There’s something so comforting about walking into a small town diner where everyone knows who you are.
The servers already have your favorite kind of pie ready, they know how you take your coffee—they even ask about your friends and family. eCommerce shouldn’t be all that different from Sue’s Diner, not really. As a marketer you can access more personal information about your shopper than those servers could ever know about their regulars, so why are you giving them a far more generic experience?
The old high pressure car salesman/sales funnel models are gone and they’ve been replaced with something a lot simpler, and far more intuitive. Your customers want to be known, they want a personal experience and they want to be treated decently. eCommerce order fulfillment couldn’t be simpler, but marketers are still overthinking it and missing the mark.
Building Relationships That Last
It wasn’t that long ago that corporate business firmly believed that repeat customers really didn’t matter—people could come back or they couldn’t, eventually everyone would come around.
Those power players were spending a lot of money on acquiring new customers when they had existing customers that would be profitable and loyal lifetime fans if they were only nurtured. In fact, analysis of customer data by Harvard Business School and Bain & Company found that increasing customer retention rates by a mere five percent could increase profits by 25 to 95 percent, depending on the industry. Early on, the Harvard experts found, customers can cost as much as 20 to 40 percent more for eCommerce companies, but by months 24 to 30, those repeat customers spend twice as much as they did than in their first six months.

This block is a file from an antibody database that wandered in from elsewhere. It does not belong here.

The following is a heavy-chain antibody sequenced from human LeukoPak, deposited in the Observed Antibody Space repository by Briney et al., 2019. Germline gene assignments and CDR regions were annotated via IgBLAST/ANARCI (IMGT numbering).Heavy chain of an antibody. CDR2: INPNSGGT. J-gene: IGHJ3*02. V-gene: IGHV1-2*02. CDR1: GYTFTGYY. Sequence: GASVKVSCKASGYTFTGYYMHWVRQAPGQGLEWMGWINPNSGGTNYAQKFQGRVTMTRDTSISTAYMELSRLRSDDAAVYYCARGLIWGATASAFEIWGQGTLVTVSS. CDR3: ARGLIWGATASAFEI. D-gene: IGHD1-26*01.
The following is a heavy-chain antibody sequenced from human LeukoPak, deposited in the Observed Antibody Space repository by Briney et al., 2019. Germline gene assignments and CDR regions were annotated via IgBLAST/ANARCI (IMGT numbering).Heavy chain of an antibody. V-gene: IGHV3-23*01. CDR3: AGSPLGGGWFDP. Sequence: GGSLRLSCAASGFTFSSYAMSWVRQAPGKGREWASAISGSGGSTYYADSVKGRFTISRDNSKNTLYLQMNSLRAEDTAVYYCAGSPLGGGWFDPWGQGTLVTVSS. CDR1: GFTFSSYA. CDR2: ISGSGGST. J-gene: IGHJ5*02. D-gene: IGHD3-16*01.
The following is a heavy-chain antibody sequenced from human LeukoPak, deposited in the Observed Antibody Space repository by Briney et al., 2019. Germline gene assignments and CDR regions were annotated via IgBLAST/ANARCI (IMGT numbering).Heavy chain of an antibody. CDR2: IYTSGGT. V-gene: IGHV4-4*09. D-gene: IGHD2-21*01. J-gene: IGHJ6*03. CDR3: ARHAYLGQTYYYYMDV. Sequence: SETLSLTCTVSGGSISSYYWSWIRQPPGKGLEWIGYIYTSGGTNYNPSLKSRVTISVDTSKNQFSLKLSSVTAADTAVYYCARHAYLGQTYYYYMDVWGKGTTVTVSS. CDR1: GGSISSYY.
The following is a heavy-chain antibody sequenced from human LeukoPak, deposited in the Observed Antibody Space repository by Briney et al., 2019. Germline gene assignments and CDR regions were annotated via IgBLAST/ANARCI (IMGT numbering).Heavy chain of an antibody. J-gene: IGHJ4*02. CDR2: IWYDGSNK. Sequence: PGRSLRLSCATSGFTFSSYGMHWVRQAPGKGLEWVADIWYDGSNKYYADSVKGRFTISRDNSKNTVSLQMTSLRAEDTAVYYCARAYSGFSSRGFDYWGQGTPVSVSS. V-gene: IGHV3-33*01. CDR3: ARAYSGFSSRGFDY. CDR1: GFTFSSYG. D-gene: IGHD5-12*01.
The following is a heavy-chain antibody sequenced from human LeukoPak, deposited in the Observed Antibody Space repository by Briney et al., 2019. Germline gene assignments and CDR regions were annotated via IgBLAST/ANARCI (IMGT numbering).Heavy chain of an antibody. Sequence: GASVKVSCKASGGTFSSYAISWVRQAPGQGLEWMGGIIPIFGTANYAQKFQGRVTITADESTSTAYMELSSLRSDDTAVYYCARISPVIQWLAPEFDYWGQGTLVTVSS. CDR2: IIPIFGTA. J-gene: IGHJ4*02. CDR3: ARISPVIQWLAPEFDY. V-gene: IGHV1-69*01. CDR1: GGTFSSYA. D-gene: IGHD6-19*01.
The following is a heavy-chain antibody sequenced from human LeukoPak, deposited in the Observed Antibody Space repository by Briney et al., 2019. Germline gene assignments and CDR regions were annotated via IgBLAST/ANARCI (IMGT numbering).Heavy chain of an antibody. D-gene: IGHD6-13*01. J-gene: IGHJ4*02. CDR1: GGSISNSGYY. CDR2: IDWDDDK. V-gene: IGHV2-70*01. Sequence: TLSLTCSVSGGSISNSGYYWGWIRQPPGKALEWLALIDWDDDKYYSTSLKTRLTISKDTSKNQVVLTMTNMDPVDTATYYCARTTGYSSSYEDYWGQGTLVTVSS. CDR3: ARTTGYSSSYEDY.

Experian’s Q2 2016 Email Benchmark Report showed similar results. For example, brands that sent emails thanking customers for their purchases saw twice the open and click rates and five times the transaction rates of promotional mailings. Welcome emails to point of sale subscribers had a 32 percent higher click to open rate than for subscribers obtained in any other way.
Customers are crying loudly for a little attention, but eCommerce retailers are still not hearing them. All they want is for you to get to know them. This means more than adding their names to emails or remembering what color scheme they preferred—but you can use the huge amount of data around your shoppers to get to the heart of the matter: What are their interests? How can your products solve their current problems?
When Does Personalization Get Creepy?
There’s a caveat to being personal and helpful, though.
The creepiness factor is a real problem and a serious turn-off for shoppers. It’s one thing to know they prefer high heels or denim jackets and yet another to mine their data so deeply that you learned the lyrics to their favorite song in high school. Computer learning is certainly capable of deep personalization, but there are limits.
The problem is that some people are ok with your software knowing everything that’s in their diary and there are others who really aren’t. There’s not a perfect solution to this, but a good answer for now is to simply ask permission. It’s another form of permission marketing for the digital age. You should be very clear about what data you’ll be using and what you’ll be doing with it, and let your customer decide if they want a personalized digital shopper.
Although customers are still pretty divided on personalization, more want it than don’t and the interested parties are growing all the time. Learning how to harness the power of personalization, or at the very least, segmentation, can give help increase your sales dramatically and build loyal customers who will return for years to come.